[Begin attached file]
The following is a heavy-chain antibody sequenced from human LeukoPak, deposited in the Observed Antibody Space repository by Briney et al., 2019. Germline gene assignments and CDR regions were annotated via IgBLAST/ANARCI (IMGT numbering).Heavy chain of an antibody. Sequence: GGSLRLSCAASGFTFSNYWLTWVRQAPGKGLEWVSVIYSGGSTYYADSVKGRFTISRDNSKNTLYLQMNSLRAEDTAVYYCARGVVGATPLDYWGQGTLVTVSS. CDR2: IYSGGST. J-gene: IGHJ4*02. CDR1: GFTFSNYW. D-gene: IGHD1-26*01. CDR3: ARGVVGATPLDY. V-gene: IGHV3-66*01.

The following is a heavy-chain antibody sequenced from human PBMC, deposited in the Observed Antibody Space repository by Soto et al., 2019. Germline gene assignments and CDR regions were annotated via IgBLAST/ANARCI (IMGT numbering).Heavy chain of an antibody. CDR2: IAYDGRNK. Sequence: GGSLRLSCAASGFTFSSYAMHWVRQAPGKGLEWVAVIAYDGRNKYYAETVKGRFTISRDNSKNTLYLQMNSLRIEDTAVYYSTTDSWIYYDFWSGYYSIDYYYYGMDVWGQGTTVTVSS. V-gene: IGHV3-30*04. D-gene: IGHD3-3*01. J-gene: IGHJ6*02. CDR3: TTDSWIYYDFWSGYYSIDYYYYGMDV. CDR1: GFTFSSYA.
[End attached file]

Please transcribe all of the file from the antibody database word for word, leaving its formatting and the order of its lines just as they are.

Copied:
The following is a heavy-chain antibody sequenced from human LeukoPak, deposited in the Observed Antibody Space repository by Briney et al., 2019. Germline gene assignments and CDR regions were annotated via IgBLAST/ANARCI (IMGT numbering).Heavy chain of an antibody. Sequence: GGSLRLSCAASGFTFSNYWLTWVRQAPGKGLEWVSVIYSGGSTYYADSVKGRFTISRDNSKNTLYLQMNSLRAEDTAVYYCARGVVGATPLDYWGQGTLVTVSS. CDR2: IYSGGST. J-gene: IGHJ4*02. CDR1: GFTFSNYW. D-gene: IGHD1-26*01. CDR3: ARGVVGATPLDY. V-gene: IGHV3-66*01.

The following is a heavy-chain antibody sequenced from human PBMC, deposited in the Observed Antibody Space repository by Soto et al., 2019. Germline gene assignments and CDR regions were annotated via IgBLAST/ANARCI (IMGT numbering).Heavy chain of an antibody. CDR2: IAYDGRNK. Sequence: GGSLRLSCAASGFTFSSYAMHWVRQAPGKGLEWVAVIAYDGRNKYYAETVKGRFTISRDNSKNTLYLQMNSLRIEDTAVYYSTTDSWIYYDFWSGYYSIDYYYYGMDVWGQGTTVTVSS. V-gene: IGHV3-30*04. D-gene: IGHD3-3*01. J-gene: IGHJ6*02. CDR3: TTDSWIYYDFWSGYYSIDYYYYGMDV. CDR1: GFTFSSYA.